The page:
by Mitch Kokai
Senior Political Analyst, John Locke Foundation
It was no surprise when fertility dropped following the Great Recession. In the developed world, there’s a pretty consistent relationship between the economy and childbearing: The two rise and fall together.
Almost a decade later, though, with unemployment heading toward 4 percent, we’re still waiting for births to come back up. The latest evidence comes from the consulting firm Demographic Intelligence, which reports that births will fall 2.8 percent this year, with the total fertility rate declining to 1.77 children per woman. …
… The “replacement rate” is generally considered to be 2.1 children per woman, and until recently the U.S. could pride itself on staying around that number as many other developed countries slid below it. Those days increasingly appear to be over. And a society with fewer young people is a society with less innovation, less economic activity, and more stress on old-age programs.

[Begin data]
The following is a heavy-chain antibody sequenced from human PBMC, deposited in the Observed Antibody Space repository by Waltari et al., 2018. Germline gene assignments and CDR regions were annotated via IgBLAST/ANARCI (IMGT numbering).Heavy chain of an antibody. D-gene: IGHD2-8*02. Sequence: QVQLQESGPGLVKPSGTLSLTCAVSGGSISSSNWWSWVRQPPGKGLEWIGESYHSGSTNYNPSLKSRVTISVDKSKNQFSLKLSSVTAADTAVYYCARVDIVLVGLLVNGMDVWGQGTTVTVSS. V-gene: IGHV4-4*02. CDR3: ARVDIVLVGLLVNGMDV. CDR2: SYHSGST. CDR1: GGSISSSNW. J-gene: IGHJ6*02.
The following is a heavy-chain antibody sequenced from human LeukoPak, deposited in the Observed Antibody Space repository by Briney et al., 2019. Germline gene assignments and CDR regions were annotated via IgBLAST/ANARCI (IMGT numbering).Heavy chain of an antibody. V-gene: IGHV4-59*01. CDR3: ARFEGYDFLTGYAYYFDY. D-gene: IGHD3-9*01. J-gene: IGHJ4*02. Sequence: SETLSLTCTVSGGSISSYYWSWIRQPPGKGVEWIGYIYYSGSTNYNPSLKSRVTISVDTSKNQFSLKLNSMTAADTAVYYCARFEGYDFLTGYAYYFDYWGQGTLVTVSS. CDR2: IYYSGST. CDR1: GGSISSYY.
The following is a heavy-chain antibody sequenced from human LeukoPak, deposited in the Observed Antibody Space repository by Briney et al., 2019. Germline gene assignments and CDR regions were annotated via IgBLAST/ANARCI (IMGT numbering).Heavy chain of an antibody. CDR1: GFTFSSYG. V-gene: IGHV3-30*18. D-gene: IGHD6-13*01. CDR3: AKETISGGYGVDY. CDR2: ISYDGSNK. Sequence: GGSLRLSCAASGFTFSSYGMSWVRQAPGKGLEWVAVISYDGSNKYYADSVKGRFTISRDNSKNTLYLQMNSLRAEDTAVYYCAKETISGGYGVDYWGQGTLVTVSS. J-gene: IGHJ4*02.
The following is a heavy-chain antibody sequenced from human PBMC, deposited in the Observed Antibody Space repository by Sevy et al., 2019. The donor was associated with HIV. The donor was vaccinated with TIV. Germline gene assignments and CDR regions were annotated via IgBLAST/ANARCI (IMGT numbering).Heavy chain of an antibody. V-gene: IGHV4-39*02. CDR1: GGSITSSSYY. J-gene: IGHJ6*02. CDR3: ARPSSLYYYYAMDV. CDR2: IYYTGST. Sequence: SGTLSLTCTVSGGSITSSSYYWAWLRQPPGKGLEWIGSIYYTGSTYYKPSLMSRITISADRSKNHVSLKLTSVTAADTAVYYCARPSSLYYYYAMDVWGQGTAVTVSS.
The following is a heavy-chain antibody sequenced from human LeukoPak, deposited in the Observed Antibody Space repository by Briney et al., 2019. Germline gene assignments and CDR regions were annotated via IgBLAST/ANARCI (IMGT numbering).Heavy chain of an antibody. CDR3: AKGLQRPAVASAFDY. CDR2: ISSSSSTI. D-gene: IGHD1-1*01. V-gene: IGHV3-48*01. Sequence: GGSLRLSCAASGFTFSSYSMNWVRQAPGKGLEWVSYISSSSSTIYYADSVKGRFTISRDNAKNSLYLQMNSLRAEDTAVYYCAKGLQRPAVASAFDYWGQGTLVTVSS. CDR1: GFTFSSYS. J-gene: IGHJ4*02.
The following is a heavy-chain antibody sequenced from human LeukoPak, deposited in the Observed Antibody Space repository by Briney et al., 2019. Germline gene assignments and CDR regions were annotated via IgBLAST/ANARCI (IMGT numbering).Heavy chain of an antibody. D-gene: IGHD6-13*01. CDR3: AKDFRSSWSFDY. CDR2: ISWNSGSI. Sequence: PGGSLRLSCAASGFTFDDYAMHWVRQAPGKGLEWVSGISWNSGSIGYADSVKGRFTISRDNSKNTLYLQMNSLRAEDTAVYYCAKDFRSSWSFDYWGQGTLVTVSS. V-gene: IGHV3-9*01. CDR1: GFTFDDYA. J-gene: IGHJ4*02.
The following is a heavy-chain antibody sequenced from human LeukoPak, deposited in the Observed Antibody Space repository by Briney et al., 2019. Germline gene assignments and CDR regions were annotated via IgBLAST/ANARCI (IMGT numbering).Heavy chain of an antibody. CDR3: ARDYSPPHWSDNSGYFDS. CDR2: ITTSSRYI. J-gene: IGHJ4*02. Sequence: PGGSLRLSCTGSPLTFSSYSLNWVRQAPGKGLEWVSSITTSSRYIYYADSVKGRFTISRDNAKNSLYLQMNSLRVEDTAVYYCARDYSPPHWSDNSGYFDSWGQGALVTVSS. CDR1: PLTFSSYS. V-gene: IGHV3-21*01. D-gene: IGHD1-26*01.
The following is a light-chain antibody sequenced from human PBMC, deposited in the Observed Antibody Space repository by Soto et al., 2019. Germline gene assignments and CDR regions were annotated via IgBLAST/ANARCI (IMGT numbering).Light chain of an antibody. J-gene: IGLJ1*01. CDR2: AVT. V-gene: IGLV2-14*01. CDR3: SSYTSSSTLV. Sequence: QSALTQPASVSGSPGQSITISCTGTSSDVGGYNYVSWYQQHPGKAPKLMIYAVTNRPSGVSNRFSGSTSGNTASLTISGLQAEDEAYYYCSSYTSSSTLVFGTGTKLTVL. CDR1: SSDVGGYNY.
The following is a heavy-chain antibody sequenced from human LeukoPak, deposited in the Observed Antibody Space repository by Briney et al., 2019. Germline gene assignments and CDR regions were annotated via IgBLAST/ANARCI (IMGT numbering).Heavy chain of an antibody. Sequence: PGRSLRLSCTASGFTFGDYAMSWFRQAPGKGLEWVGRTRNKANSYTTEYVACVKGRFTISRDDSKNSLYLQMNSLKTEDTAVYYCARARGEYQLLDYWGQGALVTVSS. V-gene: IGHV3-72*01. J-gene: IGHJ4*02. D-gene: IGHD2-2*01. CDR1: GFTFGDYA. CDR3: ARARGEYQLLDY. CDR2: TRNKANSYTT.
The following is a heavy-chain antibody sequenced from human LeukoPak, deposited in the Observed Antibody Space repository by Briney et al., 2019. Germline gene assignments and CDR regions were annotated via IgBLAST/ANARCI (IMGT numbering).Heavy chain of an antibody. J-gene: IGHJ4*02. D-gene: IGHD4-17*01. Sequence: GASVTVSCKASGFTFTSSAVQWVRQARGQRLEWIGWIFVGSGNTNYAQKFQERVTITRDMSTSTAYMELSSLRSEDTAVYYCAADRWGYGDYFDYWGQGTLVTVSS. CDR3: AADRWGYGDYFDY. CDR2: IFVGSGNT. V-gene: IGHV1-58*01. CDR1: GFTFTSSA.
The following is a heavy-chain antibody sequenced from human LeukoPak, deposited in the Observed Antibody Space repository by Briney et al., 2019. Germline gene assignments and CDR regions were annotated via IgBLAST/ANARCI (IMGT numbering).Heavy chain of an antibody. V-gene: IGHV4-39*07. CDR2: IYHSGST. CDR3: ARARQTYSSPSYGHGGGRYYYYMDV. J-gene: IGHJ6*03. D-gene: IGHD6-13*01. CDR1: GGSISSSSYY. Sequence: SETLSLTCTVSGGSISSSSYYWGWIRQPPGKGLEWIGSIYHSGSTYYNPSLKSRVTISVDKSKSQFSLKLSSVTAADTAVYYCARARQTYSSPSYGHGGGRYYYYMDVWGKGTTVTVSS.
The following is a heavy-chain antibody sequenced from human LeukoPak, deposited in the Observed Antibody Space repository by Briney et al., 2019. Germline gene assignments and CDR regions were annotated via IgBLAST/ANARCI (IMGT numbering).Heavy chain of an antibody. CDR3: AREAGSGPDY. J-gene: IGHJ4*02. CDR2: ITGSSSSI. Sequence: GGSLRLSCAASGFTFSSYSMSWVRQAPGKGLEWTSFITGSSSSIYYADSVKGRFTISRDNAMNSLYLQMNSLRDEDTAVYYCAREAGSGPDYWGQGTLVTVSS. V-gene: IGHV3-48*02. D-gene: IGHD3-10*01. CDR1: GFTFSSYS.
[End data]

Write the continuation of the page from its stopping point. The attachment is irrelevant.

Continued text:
What’s going on? Two big contributors are a drop in unintended pregnancy and the fact that Americans are delaying marriage. In theory, these trends could mean that people have babies later instead of not having them at all. But so far, the uptick in childbearing among older women is nowhere near big enough to offset the fall among the young.